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Old 07-21-2012
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Question when to expect atheroembolic renal failure?

when to expect atheroembolic renal failure?

some source mention 3-4 days
other mention 3-4 weeks

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Old 07-21-2012
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Can be both

With respect to the clinical presentation of AERD, renal failure was defined as acute if a sudden 50% reduction of GFR was evident within 1 week after the precipitating event; subacute if the same deterioration occurred in a stepwise fashion over 2 to 6 weeks; and chronic if the patient had a stable chronic renal impairment mimicking nephroangiosclerosis.
Atheroembolic renal disease develops when atheromatous aortic plaques rupture, releasing cholesterol crystals into the small renal arteries. Embolisation often affects other organs, such as the skin, gastrointestinal system, and brain. Although the disease can develop spontaneously, it usually develops after vascular surgery, catheterisation, or anticoagulation. The systemic nature of atheroembolism makes diagnosis difficult. The classic triad of a precipitating event, acute or subacute renal failure, and skin lesions, are strongly suggestive of the disorder. Eosinophilia further supports the diagnosis, usually confirmed by biopsy of an affected organ or by the fundoscopic finding of cholesterol crystals in the retinal circulation. Renal and patient prognosis are poor. Treatment is mostly preventive, based on avoidance of further precipitating factors, and symptomatic, aimed to the optimum treatment of hypertension and cardiac and renal failure. Statins, which stabilise atherosclerotic plaques, should be offered to all patients. Steroids might have a role in acute or subacute progressive forms with systemic inflammation.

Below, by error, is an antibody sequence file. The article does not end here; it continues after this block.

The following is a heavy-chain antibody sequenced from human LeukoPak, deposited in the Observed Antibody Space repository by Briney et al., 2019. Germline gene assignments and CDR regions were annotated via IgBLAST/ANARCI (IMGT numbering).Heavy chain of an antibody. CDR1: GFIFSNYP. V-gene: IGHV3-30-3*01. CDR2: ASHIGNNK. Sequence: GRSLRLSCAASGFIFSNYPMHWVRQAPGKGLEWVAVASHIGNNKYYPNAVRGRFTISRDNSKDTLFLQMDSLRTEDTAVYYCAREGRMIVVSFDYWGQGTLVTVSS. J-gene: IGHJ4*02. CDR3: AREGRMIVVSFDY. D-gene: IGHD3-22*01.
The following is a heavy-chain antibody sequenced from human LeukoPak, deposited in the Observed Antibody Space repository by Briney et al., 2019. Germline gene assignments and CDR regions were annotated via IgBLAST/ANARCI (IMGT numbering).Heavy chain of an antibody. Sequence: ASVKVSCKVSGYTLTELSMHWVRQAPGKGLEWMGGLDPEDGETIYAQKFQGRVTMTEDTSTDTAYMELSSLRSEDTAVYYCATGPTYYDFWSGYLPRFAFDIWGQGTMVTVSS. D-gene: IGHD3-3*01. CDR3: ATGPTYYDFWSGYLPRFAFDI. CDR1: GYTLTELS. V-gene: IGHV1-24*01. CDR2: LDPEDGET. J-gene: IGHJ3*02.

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Cardiology-, Internal-Medicine-, Nephrology-

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